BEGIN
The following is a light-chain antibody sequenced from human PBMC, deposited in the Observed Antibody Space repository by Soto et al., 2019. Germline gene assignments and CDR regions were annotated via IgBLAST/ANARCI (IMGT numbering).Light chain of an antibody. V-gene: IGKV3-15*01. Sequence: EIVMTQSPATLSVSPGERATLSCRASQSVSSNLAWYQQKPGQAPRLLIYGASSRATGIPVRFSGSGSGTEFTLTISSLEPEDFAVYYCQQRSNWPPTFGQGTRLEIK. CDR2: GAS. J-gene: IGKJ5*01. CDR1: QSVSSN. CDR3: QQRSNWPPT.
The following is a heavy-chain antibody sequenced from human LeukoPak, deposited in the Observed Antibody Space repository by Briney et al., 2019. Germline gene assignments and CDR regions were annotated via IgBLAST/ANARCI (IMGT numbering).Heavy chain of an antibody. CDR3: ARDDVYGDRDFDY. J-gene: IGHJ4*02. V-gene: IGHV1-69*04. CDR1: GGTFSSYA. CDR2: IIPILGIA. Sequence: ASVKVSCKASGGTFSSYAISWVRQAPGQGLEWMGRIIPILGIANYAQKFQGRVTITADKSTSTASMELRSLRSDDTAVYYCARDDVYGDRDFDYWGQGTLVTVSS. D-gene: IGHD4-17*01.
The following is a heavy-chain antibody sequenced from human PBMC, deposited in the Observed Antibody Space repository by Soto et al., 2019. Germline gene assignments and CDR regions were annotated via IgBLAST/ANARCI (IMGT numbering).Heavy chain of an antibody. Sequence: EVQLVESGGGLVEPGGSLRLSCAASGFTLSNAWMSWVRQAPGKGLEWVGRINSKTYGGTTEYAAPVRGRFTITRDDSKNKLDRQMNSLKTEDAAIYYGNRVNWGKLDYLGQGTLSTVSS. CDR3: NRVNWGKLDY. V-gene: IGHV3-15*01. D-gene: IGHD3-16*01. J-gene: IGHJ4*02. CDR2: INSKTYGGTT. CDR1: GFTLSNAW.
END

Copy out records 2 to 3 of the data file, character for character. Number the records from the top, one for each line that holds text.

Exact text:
The following is a heavy-chain antibody sequenced from human LeukoPak, deposited in the Observed Antibody Space repository by Briney et al., 2019. Germline gene assignments and CDR regions were annotated via IgBLAST/ANARCI (IMGT numbering).Heavy chain of an antibody. CDR3: ARDDVYGDRDFDY. J-gene: IGHJ4*02. V-gene: IGHV1-69*04. CDR1: GGTFSSYA. CDR2: IIPILGIA. Sequence: ASVKVSCKASGGTFSSYAISWVRQAPGQGLEWMGRIIPILGIANYAQKFQGRVTITADKSTSTASMELRSLRSDDTAVYYCARDDVYGDRDFDYWGQGTLVTVSS. D-gene: IGHD4-17*01.
The following is a heavy-chain antibody sequenced from human PBMC, deposited in the Observed Antibody Space repository by Soto et al., 2019. Germline gene assignments and CDR regions were annotated via IgBLAST/ANARCI (IMGT numbering).Heavy chain of an antibody. Sequence: EVQLVESGGGLVEPGGSLRLSCAASGFTLSNAWMSWVRQAPGKGLEWVGRINSKTYGGTTEYAAPVRGRFTITRDDSKNKLDRQMNSLKTEDAAIYYGNRVNWGKLDYLGQGTLSTVSS. CDR3: NRVNWGKLDY. V-gene: IGHV3-15*01. D-gene: IGHD3-16*01. J-gene: IGHJ4*02. CDR2: INSKTYGGTT. CDR1: GFTLSNAW.